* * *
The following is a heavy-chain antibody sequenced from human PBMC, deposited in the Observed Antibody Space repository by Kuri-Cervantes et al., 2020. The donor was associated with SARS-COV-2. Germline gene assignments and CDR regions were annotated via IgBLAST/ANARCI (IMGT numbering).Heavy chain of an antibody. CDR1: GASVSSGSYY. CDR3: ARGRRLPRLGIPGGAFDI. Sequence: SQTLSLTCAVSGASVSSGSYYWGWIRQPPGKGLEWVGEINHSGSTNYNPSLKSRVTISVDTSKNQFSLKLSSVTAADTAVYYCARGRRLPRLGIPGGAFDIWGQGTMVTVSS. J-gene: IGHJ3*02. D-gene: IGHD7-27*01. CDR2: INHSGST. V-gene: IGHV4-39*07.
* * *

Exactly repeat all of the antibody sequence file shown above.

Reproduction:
The following is a heavy-chain antibody sequenced from human PBMC, deposited in the Observed Antibody Space repository by Kuri-Cervantes et al., 2020. The donor was associated with SARS-COV-2. Germline gene assignments and CDR regions were annotated via IgBLAST/ANARCI (IMGT numbering).Heavy chain of an antibody. CDR1: GASVSSGSYY. CDR3: ARGRRLPRLGIPGGAFDI. Sequence: SQTLSLTCAVSGASVSSGSYYWGWIRQPPGKGLEWVGEINHSGSTNYNPSLKSRVTISVDTSKNQFSLKLSSVTAADTAVYYCARGRRLPRLGIPGGAFDIWGQGTMVTVSS. J-gene: IGHJ3*02. D-gene: IGHD7-27*01. CDR2: INHSGST. V-gene: IGHV4-39*07.